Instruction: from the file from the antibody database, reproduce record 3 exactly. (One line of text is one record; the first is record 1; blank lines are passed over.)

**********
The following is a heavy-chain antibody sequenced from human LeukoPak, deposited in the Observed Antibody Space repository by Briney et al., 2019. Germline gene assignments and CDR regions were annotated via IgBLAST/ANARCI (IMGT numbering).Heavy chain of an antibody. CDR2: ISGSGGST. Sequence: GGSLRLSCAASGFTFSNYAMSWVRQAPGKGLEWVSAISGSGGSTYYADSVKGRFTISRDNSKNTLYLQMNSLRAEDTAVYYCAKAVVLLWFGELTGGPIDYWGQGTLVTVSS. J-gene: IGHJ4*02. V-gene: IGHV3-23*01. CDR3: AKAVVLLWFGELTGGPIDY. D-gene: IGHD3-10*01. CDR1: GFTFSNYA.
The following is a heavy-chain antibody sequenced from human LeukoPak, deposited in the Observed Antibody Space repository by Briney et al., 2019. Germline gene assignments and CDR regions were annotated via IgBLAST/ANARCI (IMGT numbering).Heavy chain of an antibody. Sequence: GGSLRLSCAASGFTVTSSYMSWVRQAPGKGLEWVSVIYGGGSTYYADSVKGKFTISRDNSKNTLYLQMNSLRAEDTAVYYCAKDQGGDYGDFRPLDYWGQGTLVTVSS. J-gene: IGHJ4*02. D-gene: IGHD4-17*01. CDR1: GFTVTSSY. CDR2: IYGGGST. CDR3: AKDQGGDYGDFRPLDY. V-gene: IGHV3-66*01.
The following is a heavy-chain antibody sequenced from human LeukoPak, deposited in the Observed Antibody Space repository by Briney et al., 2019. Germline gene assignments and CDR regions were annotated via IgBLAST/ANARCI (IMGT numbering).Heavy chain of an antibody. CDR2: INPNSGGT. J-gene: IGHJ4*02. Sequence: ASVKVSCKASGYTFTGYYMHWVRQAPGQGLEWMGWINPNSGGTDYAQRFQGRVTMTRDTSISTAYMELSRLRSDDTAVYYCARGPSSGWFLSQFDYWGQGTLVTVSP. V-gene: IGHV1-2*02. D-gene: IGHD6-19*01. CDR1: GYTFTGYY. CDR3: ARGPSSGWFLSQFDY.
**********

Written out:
The following is a heavy-chain antibody sequenced from human LeukoPak, deposited in the Observed Antibody Space repository by Briney et al., 2019. Germline gene assignments and CDR regions were annotated via IgBLAST/ANARCI (IMGT numbering).Heavy chain of an antibody. CDR2: INPNSGGT. J-gene: IGHJ4*02. Sequence: ASVKVSCKASGYTFTGYYMHWVRQAPGQGLEWMGWINPNSGGTDYAQRFQGRVTMTRDTSISTAYMELSRLRSDDTAVYYCARGPSSGWFLSQFDYWGQGTLVTVSP. V-gene: IGHV1-2*02. D-gene: IGHD6-19*01. CDR1: GYTFTGYY. CDR3: ARGPSSGWFLSQFDY.